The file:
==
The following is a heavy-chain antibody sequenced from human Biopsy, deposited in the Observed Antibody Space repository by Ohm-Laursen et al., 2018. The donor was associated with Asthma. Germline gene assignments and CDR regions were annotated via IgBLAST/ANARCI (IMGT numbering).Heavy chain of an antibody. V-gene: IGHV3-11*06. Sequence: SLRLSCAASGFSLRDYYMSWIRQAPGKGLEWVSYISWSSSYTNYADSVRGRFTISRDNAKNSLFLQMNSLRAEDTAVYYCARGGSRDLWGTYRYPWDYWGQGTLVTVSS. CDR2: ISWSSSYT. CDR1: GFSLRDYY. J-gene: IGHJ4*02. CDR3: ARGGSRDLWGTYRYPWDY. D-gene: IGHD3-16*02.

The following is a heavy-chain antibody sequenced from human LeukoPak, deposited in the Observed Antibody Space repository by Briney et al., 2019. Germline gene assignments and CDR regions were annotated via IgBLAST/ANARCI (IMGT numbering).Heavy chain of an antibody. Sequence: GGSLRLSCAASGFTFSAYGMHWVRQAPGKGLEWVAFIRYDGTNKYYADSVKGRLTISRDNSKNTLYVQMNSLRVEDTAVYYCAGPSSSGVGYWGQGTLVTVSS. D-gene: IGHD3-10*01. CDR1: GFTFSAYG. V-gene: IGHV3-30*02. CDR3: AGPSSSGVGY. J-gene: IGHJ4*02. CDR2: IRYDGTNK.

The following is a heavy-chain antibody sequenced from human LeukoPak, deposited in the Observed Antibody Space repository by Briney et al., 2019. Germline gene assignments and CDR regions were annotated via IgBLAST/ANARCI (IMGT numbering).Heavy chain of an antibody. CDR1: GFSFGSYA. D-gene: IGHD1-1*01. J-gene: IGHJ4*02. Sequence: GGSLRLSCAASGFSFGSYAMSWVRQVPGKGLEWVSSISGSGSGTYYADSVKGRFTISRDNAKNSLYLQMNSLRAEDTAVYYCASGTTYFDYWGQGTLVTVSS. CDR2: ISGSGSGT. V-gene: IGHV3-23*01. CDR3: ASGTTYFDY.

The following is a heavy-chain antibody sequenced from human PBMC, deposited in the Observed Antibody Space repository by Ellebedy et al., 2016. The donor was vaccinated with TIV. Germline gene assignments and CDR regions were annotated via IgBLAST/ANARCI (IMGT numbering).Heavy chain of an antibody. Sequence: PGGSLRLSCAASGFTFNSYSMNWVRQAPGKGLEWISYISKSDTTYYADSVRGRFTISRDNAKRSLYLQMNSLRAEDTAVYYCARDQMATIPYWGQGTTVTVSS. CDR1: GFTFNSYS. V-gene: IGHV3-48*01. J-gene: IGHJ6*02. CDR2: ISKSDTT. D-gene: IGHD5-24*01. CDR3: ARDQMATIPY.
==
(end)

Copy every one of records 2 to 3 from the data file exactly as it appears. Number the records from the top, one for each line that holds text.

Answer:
The following is a heavy-chain antibody sequenced from human LeukoPak, deposited in the Observed Antibody Space repository by Briney et al., 2019. Germline gene assignments and CDR regions were annotated via IgBLAST/ANARCI (IMGT numbering).Heavy chain of an antibody. Sequence: GGSLRLSCAASGFTFSAYGMHWVRQAPGKGLEWVAFIRYDGTNKYYADSVKGRLTISRDNSKNTLYVQMNSLRVEDTAVYYCAGPSSSGVGYWGQGTLVTVSS. D-gene: IGHD3-10*01. CDR1: GFTFSAYG. V-gene: IGHV3-30*02. CDR3: AGPSSSGVGY. J-gene: IGHJ4*02. CDR2: IRYDGTNK.

The following is a heavy-chain antibody sequenced from human LeukoPak, deposited in the Observed Antibody Space repository by Briney et al., 2019. Germline gene assignments and CDR regions were annotated via IgBLAST/ANARCI (IMGT numbering).Heavy chain of an antibody. CDR1: GFSFGSYA. D-gene: IGHD1-1*01. J-gene: IGHJ4*02. Sequence: GGSLRLSCAASGFSFGSYAMSWVRQVPGKGLEWVSSISGSGSGTYYADSVKGRFTISRDNAKNSLYLQMNSLRAEDTAVYYCASGTTYFDYWGQGTLVTVSS. CDR2: ISGSGSGT. V-gene: IGHV3-23*01. CDR3: ASGTTYFDY.